In Europe, deployment is more widespread with many of the later high-speed lines being equipped and operating successfully with ERTMS Level 2. The earlier EC Directive, mandating that all TEN-T (Trans European Networks) must be equipped with ERTMS technology when renewal is due, has been expanded to cover all lines. Only a few countries so far, namely Denmark, Belgium, Austria, Switzerland (standard gauge lines) and Norway have declared an intention to fit their entire network with ETCS technology, primarily as a renewal-driven strategy. Denmark is leading the way with this but is encountering problems with supplier integration, the lack of technical resources, rewriting the rulebook and the ever- present funding issues.

Some countries (e.g. the Netherlands) will expand ETCS to most lines but will stop short of equipping the more rural routes. No European country has found deployment easy and many have had to make significant changes to the application design in the course of installation because of technical and software shortcomings. Despite all this, there remains a positive view that ERTMS is the way forward and, even in Germany where acceptance has been slow because of the installed base of their own train control design, there are now plans to fit ERTMS on routes that carry through traffic.

The goal of interoperability

To some, interoperability is a political rather than a technical objective. It does require co- operation between countries. A major issue has been the insistence by some member states that ERTMS must allow them to perpetuate longstanding country-specific operating practices, thus requiring options to be incorporated into what should be an otherwise- standard system.

The programme has also required collaboration between suppliers, which has had its challenges since it involves the makers of both ETCS and GSM-R equipment for both infrastructure and train-borne systems. When considering the number of suppliers in all these categories, it is a considerable matrix of firms and no wonder that the interworking required has proved to be difficult. Add to this both hardware and software factors and the progressive implementation of updates and changes, one can see that it needs a strong co-ordinating body to keep this under control and to ensure that all suppliers follow the same course.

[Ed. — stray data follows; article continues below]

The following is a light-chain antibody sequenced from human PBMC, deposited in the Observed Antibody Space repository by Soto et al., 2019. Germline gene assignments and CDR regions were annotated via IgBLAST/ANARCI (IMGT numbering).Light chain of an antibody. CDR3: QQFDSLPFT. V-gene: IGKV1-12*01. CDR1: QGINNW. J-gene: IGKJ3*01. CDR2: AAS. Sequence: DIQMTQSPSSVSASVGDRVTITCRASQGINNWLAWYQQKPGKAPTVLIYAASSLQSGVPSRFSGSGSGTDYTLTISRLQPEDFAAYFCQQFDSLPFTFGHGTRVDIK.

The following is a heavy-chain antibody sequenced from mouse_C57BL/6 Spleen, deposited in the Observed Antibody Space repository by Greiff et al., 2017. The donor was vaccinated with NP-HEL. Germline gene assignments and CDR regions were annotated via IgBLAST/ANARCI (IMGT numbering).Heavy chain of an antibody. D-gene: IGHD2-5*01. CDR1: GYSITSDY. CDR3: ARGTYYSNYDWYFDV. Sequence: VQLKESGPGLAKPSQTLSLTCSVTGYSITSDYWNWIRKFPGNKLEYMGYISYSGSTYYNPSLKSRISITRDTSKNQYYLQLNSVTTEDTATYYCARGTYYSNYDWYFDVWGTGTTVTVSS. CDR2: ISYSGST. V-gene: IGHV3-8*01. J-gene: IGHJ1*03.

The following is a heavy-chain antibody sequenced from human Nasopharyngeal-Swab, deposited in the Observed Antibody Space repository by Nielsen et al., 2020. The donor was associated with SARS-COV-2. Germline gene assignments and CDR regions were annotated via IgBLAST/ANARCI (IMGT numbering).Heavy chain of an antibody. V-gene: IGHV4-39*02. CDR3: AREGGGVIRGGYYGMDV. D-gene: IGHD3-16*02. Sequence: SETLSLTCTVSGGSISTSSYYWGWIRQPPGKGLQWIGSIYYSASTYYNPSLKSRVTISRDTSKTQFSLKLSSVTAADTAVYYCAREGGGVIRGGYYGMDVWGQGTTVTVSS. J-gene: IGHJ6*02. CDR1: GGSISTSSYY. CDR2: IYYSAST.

The Brussels based ERTMS Users Group exists to encourage and cajole countries to adopt unified technical specifications and operating procedures. The ERA and a host of other organisations – TEN-T Executive Agency, EIM, CER, UNISIG & UNIFE, GSM-R Industry Group, UIC – all have contributions to make in defining how ERTMS will be provided across Europe.

These bodies represent the suppliers, the train companies, the freight operators and the infrastructure managers, so getting a consensus amongst the many vested interests was always going to be an uphill struggle.

Nonetheless progress has been made and trains do cross borders without having to change locomotives, thus proving that interoperability can be achieved. However, it remains a challenge, the biggest problem being the development of successive versions of the system software. Even when Baseline 3 Release 2 is finally approved, there will never be a situation when the software is stable for all time. Changes will continue to emerge but the vital issue is the need for backward compatibility to give assurance that equipment already in service can continue to perform in a safe and effective manner.

The GSM-R dilemma

The track-to-train radio, known as GSM-R, is a twenty year old design utilising 2G technology that is now largely superseded in the public offering of mobile services. Roll out has been more successful than ETCS with most countries, including the UK, now having nationwide GSM-R networks. Primarily these have been to replace ageing voice radio networks but the concept of using GSM-R for the conveyance of ETCS messages was there from the outset. The advent of packet switching (GPRS), following extensive testing on the UK Hertford Loop, will give much needed extra data capacity to ensure ETCS can operate in busy areas. The UK will, in all likelihood, go it alone with introducing GPRS if the European authorities are slow to sign off the final specifications and approval for its use as part of ERTMS.